Sorting by indices, part 1


Okay, now we're going to start using the apply_permutation function that we beat to death for first part of this week.

Suppose you are sorting a collection of objects with the property that copying and moving them is expensive. (Okay, so in practice, moving is not expensive, so let's say that the object is not movable at all.) You want to minimize the number of copies.

The typical solution for this is to perform an indirect sort: Instead of moving expensive things around, use an inexpensive thing (like as an integer) to represent the expensive item, and sort the inexpensive things. Once you know where everything ends up, you can move the expensive things just once.

template<typename Iter, typename Compare>
void sort_minimize_copies(Iter first, Iter last, Compare cmp)
{
 using Diff = std::iterator_traits<Iter1>::difference_type;
 Diff length = last - first;
 std::vector<Diff> indices(length);
 std::iota(indices.begin(), indices.end(), static_cast<Diff>(0));
 std::sort(indices.begin(), indices.end(),
    [&](Diff a, Diff b) { return cmp(first[a], first[b]); });
 apply_permutation(first, last, indices.begin());
}

template<typename Iter>
void sort_minimize_copies(Iter first, Iter last)
{
    return sort_minimize_copies(first, last, std::less<>());
}

We use std::iterator_traits to tell us what to use to represent indices, then we create a vector of those indices. (The difference type is required to be an integral type, so we didn't have to play any funny games like first - first to get the null index. We could just write 0.)

We then sort the indices by using the indices to reference the original collection. (We also provide an overload that sorts by <.) This performs an indirect sort, where we are sorting the original collection, but doing so by mainpulating indices rather than the actual objects.

Once we have the indices we need, we can use the apply_permutation function to rearrange the original items according to the indices.

We'll wrap up next time with another kind of sorting.

Comments (4)
  1. Sebastian Johansson says:

    Well, that’s the first time I’ve been so quick to a post that the post itself didn’t exist when it showed up in the list.

  2. Billy O'Neal says:

    On 64 bit, you may want to consider using uint32_t/int32_t instead of difference_type, which is typically 64 bits (ptrdiff_t). Depends if greater than 4B/2B elements is sane for your application.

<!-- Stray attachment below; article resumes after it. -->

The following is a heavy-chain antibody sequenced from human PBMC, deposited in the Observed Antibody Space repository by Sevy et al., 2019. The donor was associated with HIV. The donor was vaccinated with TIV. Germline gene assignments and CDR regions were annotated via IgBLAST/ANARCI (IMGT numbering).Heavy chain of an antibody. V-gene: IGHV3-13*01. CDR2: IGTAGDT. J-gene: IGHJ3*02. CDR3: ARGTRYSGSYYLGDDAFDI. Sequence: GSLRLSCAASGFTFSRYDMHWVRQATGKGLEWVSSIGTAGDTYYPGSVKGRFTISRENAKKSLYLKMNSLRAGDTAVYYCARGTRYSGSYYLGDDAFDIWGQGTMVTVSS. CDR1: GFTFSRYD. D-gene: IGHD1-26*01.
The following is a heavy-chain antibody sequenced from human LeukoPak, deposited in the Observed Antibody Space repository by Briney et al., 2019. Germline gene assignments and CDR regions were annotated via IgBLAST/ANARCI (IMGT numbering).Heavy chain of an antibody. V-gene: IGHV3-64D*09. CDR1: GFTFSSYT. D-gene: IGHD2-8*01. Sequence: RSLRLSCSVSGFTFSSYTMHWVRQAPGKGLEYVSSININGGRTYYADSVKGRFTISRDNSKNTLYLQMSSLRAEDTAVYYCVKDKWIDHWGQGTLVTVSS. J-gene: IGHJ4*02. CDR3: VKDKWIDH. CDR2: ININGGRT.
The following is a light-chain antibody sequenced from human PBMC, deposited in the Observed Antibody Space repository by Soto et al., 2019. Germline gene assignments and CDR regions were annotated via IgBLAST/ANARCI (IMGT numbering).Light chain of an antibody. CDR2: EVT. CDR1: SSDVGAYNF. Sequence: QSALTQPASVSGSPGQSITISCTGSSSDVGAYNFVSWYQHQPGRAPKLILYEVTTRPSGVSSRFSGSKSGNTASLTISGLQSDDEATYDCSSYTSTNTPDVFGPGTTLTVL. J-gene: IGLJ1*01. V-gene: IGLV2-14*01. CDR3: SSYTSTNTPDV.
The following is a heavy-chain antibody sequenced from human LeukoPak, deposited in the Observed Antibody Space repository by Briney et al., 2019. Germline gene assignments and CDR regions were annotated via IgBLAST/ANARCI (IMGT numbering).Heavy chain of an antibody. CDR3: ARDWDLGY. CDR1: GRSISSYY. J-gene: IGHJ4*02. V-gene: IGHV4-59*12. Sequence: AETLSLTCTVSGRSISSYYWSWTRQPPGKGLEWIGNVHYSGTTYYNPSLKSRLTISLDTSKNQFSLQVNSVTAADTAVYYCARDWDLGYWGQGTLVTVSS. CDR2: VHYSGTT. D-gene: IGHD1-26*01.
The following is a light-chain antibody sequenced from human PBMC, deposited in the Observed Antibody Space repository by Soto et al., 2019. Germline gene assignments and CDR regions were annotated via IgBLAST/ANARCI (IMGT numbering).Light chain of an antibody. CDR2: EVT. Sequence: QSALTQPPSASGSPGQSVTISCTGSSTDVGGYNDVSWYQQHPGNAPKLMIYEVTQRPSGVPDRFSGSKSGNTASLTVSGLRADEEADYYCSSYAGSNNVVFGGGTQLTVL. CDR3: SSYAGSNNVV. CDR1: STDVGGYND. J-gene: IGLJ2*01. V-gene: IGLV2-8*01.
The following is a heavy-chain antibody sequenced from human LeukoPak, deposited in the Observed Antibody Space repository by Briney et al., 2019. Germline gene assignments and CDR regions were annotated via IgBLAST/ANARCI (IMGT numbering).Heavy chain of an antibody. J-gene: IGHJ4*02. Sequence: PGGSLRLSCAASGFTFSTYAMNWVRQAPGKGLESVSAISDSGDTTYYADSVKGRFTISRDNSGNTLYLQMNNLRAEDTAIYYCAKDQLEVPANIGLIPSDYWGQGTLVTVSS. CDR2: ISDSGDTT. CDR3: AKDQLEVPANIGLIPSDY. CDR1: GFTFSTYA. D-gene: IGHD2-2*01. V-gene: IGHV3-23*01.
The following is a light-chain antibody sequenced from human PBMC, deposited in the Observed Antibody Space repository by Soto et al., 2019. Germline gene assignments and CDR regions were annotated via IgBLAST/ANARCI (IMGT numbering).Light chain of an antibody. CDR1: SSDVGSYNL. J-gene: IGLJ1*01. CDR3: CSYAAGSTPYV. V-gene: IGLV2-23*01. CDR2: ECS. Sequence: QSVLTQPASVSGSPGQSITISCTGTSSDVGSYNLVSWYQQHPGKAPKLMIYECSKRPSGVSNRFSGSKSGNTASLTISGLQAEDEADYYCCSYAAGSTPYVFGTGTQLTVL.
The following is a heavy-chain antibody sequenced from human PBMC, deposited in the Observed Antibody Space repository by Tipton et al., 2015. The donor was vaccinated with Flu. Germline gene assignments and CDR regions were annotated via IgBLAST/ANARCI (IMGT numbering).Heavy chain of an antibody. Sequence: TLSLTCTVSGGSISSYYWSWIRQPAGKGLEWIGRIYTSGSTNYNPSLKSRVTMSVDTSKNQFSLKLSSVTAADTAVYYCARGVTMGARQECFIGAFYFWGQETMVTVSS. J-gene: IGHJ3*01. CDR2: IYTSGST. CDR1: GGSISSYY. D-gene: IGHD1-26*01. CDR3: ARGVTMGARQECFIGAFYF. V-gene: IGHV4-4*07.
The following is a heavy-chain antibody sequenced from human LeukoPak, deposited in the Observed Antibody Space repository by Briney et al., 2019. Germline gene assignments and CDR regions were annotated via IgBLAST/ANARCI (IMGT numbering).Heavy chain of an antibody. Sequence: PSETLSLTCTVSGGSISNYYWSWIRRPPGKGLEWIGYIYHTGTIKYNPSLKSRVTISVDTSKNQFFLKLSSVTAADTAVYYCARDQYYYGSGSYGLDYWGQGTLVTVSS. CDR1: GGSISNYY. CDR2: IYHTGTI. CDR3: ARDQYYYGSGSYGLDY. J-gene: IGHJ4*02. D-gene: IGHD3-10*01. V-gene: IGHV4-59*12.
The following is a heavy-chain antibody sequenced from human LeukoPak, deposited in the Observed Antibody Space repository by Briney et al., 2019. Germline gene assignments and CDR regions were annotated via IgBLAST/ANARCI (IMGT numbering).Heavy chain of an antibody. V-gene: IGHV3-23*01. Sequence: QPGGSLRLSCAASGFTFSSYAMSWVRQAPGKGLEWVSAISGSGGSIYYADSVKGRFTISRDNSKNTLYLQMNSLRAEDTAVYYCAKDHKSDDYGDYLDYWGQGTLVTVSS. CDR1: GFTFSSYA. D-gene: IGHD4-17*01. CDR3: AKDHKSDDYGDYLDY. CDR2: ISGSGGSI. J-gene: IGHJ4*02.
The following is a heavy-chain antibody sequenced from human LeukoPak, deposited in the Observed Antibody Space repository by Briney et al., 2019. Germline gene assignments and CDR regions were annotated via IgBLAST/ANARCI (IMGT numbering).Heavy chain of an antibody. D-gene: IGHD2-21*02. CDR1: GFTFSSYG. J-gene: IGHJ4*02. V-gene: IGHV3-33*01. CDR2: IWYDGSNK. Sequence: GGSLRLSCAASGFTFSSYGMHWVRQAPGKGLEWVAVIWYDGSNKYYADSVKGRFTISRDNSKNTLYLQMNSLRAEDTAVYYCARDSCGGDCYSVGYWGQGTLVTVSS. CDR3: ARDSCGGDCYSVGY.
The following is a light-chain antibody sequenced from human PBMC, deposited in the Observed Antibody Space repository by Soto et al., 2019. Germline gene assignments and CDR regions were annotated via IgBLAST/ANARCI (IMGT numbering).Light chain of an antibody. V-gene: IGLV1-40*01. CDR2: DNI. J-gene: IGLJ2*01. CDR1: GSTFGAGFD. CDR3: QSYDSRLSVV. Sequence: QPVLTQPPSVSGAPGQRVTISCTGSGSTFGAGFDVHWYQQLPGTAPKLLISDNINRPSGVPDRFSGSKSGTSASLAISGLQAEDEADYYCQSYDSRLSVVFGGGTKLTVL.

1. kantos says:

      The only issue with that is you enter the “wonderful” world of narrowing conversions because the result of arithmetic operations on two random access iterators is always difference_type. While 32bit operations are technically faster on intel hardware (and yes use fewer opcode bytes); the difference between them is not significant unless you’re in a hot loop. Moreover on other platforms using narrowed types may even occur an overhead (Alpha AXP would require sign extending the 32 bit result then operating on it). As such I think the above solution is the best and safest portable solution.

      To quote STL: “Don’t help the compiler” in most cases those little ‘helps’ can be wrong and even hurt performance or portability.

  3. Joshua says:

    @Raymond:
    Like ildjarn mentioned yesterday, this line:
    using Diff = std::iterator_traits<Iter1>::difference_type;
    should be:
    using Diff = typename std::iterator_traits<Iter>::difference_type;
    … because Iter is a template parameter. Even though cl.exe doesn’t care about the typename in front, it’s required by Standard C++ and every other standard-compliant compiler will take issue with it. If you change your “Platform Toolset” to “Visual Studio 2015 – Clang with Microsoft CodeGen (v140_clang_c2)” in Visual Studio 2015, you’ll immediately see these type of errors as:
    error : missing 'typename' prior to dependent type name 'std::iterator_traits<Iter>::difference_type'

    Also, at the time that I’m writing this comment, your first template parameter is typename Iter, but you are using using Diff = std::iterator_traits<Iter1>::difference_type; in the body … so just a small typo … possibly a holdover from your last post.

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